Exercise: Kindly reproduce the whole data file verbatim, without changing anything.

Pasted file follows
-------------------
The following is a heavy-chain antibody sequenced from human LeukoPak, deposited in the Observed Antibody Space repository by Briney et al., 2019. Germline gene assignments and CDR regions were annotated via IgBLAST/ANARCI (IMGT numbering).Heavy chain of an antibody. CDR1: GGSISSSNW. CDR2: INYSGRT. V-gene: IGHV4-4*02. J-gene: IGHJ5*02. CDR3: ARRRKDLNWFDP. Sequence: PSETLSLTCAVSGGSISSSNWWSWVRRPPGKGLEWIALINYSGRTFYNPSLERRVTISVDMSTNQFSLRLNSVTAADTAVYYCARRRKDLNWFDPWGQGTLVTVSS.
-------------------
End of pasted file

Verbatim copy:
The following is a heavy-chain antibody sequenced from human LeukoPak, deposited in the Observed Antibody Space repository by Briney et al., 2019. Germline gene assignments and CDR regions were annotated via IgBLAST/ANARCI (IMGT numbering).Heavy chain of an antibody. CDR1: GGSISSSNW. CDR2: INYSGRT. V-gene: IGHV4-4*02. J-gene: IGHJ5*02. CDR3: ARRRKDLNWFDP. Sequence: PSETLSLTCAVSGGSISSSNWWSWVRRPPGKGLEWIALINYSGRTFYNPSLERRVTISVDMSTNQFSLRLNSVTAADTAVYYCARRRKDLNWFDPWGQGTLVTVSS.